Princess Pigsty
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Princess Pigsty

5.0 1
by Cornelia Funke, Kerstin Meyer
     
 

The fourth picture book by literary sensation Funke and celebrated illustrator Meyer; a modern-day, girl-powered, fairy-tale-in-reverse!

One morning Princess Isabella throws her crown out the window--it's BORING being a princess, she declares. When she steadfastly refuses to fetch her crown from the fishpond, her father, the king, puts his royal foot down. "Off

Overview

The fourth picture book by literary sensation Funke and celebrated illustrator Meyer; a modern-day, girl-powered, fairy-tale-in-reverse!

One morning Princess Isabella throws her crown out the window--it's BORING being a princess, she declares. When she steadfastly refuses to fetch her crown from the fishpond, her father, the king, puts his royal foot down. "Off to the pigsty with you!" he commands--and Isabella couldn't be happier about her punishment! Because while plain old princesses spend all their time primping and smiling and stifling yawns--yuckety-yuk!-- REAL girls get to peel onions, pick blackberries, and sometimes even sleep outside with the pigs.

Editorial Reviews

Publishers Weekly
As they did in The Princess Knight, Funke and Meyer once again skewer the princess stereotype. While Isabella leads a pampered life that others can only dream of-waited on hand and foot, with someone to blow her nose for her and curl her hair-it's the royal gal's worst nightmare. "I am tired of being a princess! It's boring, boring, boring!" she bemoans one day. Servants drawn with eyes and mouths clamped tightly shut further underscore a life of repetition and conformity. Funke portrays her heroine with a fiercely independent streak, in direct contrast to Isabella's two older sisters, who are horrified when she tosses her crown into the goldfish pond. Even the king's entrance does not dissuade Isabella from her wish to try out ordinary things. Much to readers' amusement, the monarch's various punishments in the kitchen or pigsty only strengthen her desire (after her banishment to the kitchen for three days, Isabella asks her exasperated father, "Did you know that cream is made from milk?"). The king, however, appreciates his daughter's spunk: a pleasing parting image depicts father and daughter leaving the pigsty, hand in hand, bound for the castle with a new mutual respect. This charming feminist fairytale illustrates that happily-ever-after can mean different things to different people. Ages 4-8. (Apr.) Copyright 2007 Reed Business Information.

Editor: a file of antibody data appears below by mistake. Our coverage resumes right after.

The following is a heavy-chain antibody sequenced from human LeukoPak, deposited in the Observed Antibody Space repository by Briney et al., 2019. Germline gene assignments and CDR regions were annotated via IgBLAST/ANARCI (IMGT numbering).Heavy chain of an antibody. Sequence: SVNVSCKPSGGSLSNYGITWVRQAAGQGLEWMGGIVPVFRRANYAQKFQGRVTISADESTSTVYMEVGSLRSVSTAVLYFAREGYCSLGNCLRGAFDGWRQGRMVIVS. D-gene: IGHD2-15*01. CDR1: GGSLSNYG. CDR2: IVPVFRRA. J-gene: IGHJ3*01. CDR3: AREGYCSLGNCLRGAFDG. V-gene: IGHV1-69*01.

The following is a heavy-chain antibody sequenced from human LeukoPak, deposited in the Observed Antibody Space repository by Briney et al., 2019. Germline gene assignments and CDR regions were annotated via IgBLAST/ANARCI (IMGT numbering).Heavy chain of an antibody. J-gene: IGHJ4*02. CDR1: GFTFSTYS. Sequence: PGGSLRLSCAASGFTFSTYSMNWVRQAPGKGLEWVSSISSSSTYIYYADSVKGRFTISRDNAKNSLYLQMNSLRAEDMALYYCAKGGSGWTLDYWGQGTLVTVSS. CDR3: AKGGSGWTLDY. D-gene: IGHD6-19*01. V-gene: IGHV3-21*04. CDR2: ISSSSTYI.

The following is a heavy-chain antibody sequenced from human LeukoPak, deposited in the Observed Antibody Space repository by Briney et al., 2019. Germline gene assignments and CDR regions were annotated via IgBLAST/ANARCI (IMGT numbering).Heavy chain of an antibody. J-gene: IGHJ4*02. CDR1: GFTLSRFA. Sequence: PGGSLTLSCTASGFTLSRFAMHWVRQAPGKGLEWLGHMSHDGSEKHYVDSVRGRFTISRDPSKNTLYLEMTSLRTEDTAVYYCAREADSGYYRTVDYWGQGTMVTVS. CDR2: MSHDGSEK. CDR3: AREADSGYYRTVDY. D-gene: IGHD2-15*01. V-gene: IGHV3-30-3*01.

Children's Literature - Sharon Salluzzo
Bored from being waited on by footmen and ladies-in-waiting and not being allowed to climb trees or have fun, Isabella, the youngest of three princesses, tosses her crown into the goldfish pond. When Isabella refuses to retrieve her crown, her father the king sends her to the kitchen to peel the potatoes and polish the pans. When she still refuses to get her crown, he sends her to the pigsty. Isabella, however, is happy and she is learning many new things. When her father realizes this, he and Isabella come to an agreement. Funke's droll story is amusingly illustrated. Meyer's marvelous use of line gives just the right amount of exaggeration to the pictures. From prim, pampered princesses to the literary pigs in their sty, readers will find something to chuckle about. Funke has a good message here: it is okay to be a princess if that is what you want to be, but for real fun get out and learn and do things yourself.
Kirkus Reviews
This author/illustrator team once again embarks upon a tale of an obstreperous princess. Life is boring for Princess Isabella. She's tired of fancy dresses, having someone else blow her nose and smiling for hours on end. Enough-she chucks her crown out the window where it lands in the fishpond. When she refuses to retrieve it, her father the King punishes her by sending her to the pigsty. Surprise! Isabella is happy as, well, "a pig in mud!" She scratches the pigs' bristly hides, feeds them and cleans out the sty. The backfire works; the King caves, fishes out her crown and consents to letting her do as she wishes. Sketchy cartoon illustrations ham up the humor, and kids will be rooting for the princess. Occasionally, bold type helps to emphasize words and bring the text to life: "crumbs, scratch, boring, yuckety yuck, pigsty," and, of course, "stink" stand out on the page. A plucky princess in yucky muck is good and dirty fun. (Picture book. 4-7)

Product Details

ISBN-13:
9780439885546
Publisher:
Scholastic, Inc.
Publication date:
04/01/2007
Pages:
24
Product dimensions:
10.74(w) x 8.76(h) x 0.36(d)
Lexile:
AD760L (what's this?)
Age Range:
4 - 8 Years

Meet the Author

Brief Biography

Hometown:
Los Angeles, CA
Date of Birth:
December 10, 1958
Place of Birth:
Dorsten, Germany
Education:
University of Hamburg

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Princess Pigsty 5 out of 5 based on 0 ratings. 1 reviews.
Guest More than 1 year ago
Love princess pigsty